It may be too much to ask a human hummingbird like Alex Edelman to try to stick to the subject. In “Just for Us,” his three-jokes-per-minute one-man show, he zooms from punchline to punchline almost as fast as he caroms around the stage of the Hudson Theater. (At 34, he’s part of what he calls the overmedicated ADHD generation.) If you haven’t read about his act coming to Broadway, you might assume from his introduction — in which he describes his usual style as “benign silliness” and says this “isn’t Ibsen” — that you are in for a cheerful evening of laughs.
And even though he’s telling a story about white supremacy, you are.
That’s the glory and also the slight hitch of “Just for Us,” which opened on Monday after runs in London, Edinburgh, Washington and Off Broadway. No, it’s not Ibsen, a dramatist rarely noted for zingy one-liners. But it’s not silliness either. Despite its rabbi-on-Ritalin aesthetic, and its desperation to be liked at all costs, the show is so thoughtful and high-minded it comes with a mission statement. Edelman wants to open a conversation about the place of Jews on the “spectrum of whiteness,” he recently told my colleague Jason Zinoman, “without having a conversation about victimhood.”
He’s well placed to draw the distinction. Growing up a “proudly and emphatically” Orthodox Jew in “this really racist part of Boston called Boston,” he clocked the wariness between races but also within them. And though he admits to experiencing “quite a bit of white privilege,” he was so alienated from mainstream culture that he didn’t know what Christmas was until his mother observed it one year when a gentile friend was in mourning.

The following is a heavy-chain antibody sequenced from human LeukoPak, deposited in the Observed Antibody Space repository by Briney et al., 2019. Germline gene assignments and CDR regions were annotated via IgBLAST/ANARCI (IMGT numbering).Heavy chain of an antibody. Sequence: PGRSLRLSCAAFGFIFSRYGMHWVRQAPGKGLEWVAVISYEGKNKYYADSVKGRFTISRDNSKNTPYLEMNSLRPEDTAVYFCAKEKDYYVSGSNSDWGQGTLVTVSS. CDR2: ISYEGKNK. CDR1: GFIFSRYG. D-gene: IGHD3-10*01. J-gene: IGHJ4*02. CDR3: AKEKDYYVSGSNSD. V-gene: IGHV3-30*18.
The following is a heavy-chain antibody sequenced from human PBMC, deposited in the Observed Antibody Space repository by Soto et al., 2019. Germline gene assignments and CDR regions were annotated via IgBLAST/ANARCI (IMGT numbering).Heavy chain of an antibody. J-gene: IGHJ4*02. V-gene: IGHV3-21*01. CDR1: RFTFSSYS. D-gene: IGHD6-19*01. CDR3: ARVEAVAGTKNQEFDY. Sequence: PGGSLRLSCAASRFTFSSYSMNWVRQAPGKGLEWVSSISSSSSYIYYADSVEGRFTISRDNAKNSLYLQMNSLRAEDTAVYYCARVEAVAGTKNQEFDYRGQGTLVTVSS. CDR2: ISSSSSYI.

Oy, the tsouris it caused at his yeshiva!
Hilarious as the ensuing story is, you have the feeling that “Just for Us” might have been little more than a millennial update on Jackie Mason-style Jewish humor were it not for that millennial accelerant, social media. “An avalanche of antisemitism” on Twitter, in response to some comments he’d posted, supercharged Edelman’s thinking about identity-based hatred and led him, one evening in 2017, to infiltrate a white supremacist get-together in Queens.
“A Jew walks into a bar,” the joke might start, though it wasn’t a bar, as Edelman had expected, but a private apartment. There he took a chair among 16 strangers with predictably pan-bigoted opinions. By marrying Prince Harry, Meghan Markle would be “degrading” one of Europe’s oldest families. Diversity initiatives constitute “a plan to slowly genocide white people.” Jews, the root of the weed of that genocide, “are sneaky and everywhere.”
That we rarely feel the horror or even the unpleasantness of Edelman’s encounter is partly deliberate; he portions his spinach with plenty of candied yams. Defanging the “sneaky and everywhere” comment, he admits that he was in no position, sitting there incognito, to disprove the point. Then he wheels sharply into a seemingly unrelated 10-minute story about vaccine denialists. Likewise, the racist disparagement of Meghan Markle is immediately interrupted by a bit about Harry snorting cocaine through a rolled-up “picture of his grandmother.”